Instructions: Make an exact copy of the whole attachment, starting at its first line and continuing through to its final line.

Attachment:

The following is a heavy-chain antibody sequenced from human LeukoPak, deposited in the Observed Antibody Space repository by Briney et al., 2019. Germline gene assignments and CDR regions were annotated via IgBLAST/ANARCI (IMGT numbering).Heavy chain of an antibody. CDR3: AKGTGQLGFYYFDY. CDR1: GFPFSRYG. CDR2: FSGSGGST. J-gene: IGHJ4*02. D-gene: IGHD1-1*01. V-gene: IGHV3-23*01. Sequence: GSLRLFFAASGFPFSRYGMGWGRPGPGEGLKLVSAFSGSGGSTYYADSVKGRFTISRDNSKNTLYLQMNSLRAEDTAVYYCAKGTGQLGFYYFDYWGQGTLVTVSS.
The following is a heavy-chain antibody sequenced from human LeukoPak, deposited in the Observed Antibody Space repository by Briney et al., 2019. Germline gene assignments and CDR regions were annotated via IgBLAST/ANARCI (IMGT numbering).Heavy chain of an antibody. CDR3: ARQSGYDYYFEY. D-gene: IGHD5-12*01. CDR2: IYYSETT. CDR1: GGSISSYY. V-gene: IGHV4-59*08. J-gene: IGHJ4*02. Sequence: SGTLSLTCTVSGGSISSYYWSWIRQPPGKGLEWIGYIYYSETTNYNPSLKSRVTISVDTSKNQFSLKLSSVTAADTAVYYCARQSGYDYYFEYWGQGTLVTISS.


The following is a heavy-chain antibody sequenced from human LeukoPak, deposited in the Observed Antibody Space repository by Briney et al., 2019. Germline gene assignments and CDR regions were annotated via IgBLAST/ANARCI (IMGT numbering).Heavy chain of an antibody. CDR3: AKGTGQLGFYYFDY. CDR1: GFPFSRYG. CDR2: FSGSGGST. J-gene: IGHJ4*02. D-gene: IGHD1-1*01. V-gene: IGHV3-23*01. Sequence: GSLRLFFAASGFPFSRYGMGWGRPGPGEGLKLVSAFSGSGGSTYYADSVKGRFTISRDNSKNTLYLQMNSLRAEDTAVYYCAKGTGQLGFYYFDYWGQGTLVTVSS.
The following is a heavy-chain antibody sequenced from human LeukoPak, deposited in the Observed Antibody Space repository by Briney et al., 2019. Germline gene assignments and CDR regions were annotated via IgBLAST/ANARCI (IMGT numbering).Heavy chain of an antibody. CDR3: ARQSGYDYYFEY. D-gene: IGHD5-12*01. CDR2: IYYSETT. CDR1: GGSISSYY. V-gene: IGHV4-59*08. J-gene: IGHJ4*02. Sequence: SGTLSLTCTVSGGSISSYYWSWIRQPPGKGLEWIGYIYYSETTNYNPSLKSRVTISVDTSKNQFSLKLSSVTAADTAVYYCARQSGYDYYFEYWGQGTLVTISS.